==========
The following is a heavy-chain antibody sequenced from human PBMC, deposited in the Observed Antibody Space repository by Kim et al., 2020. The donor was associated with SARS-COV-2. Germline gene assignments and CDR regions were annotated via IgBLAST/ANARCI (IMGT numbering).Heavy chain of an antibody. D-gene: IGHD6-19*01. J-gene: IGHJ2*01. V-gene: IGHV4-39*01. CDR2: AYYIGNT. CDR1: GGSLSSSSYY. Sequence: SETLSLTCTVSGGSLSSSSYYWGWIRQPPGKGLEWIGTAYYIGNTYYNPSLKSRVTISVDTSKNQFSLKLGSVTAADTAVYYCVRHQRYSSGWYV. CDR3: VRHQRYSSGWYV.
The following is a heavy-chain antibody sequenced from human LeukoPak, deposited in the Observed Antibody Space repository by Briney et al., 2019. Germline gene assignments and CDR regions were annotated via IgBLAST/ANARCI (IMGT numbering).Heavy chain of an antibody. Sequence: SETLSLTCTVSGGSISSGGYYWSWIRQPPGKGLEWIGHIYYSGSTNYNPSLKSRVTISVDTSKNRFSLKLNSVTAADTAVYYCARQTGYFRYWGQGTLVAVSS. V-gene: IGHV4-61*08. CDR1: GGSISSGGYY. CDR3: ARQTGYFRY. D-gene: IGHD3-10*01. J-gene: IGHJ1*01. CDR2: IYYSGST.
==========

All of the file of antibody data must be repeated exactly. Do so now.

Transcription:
The following is a heavy-chain antibody sequenced from human PBMC, deposited in the Observed Antibody Space repository by Kim et al., 2020. The donor was associated with SARS-COV-2. Germline gene assignments and CDR regions were annotated via IgBLAST/ANARCI (IMGT numbering).Heavy chain of an antibody. D-gene: IGHD6-19*01. J-gene: IGHJ2*01. V-gene: IGHV4-39*01. CDR2: AYYIGNT. CDR1: GGSLSSSSYY. Sequence: SETLSLTCTVSGGSLSSSSYYWGWIRQPPGKGLEWIGTAYYIGNTYYNPSLKSRVTISVDTSKNQFSLKLGSVTAADTAVYYCVRHQRYSSGWYV. CDR3: VRHQRYSSGWYV.
The following is a heavy-chain antibody sequenced from human LeukoPak, deposited in the Observed Antibody Space repository by Briney et al., 2019. Germline gene assignments and CDR regions were annotated via IgBLAST/ANARCI (IMGT numbering).Heavy chain of an antibody. Sequence: SETLSLTCTVSGGSISSGGYYWSWIRQPPGKGLEWIGHIYYSGSTNYNPSLKSRVTISVDTSKNRFSLKLNSVTAADTAVYYCARQTGYFRYWGQGTLVAVSS. V-gene: IGHV4-61*08. CDR1: GGSISSGGYY. CDR3: ARQTGYFRY. D-gene: IGHD3-10*01. J-gene: IGHJ1*01. CDR2: IYYSGST.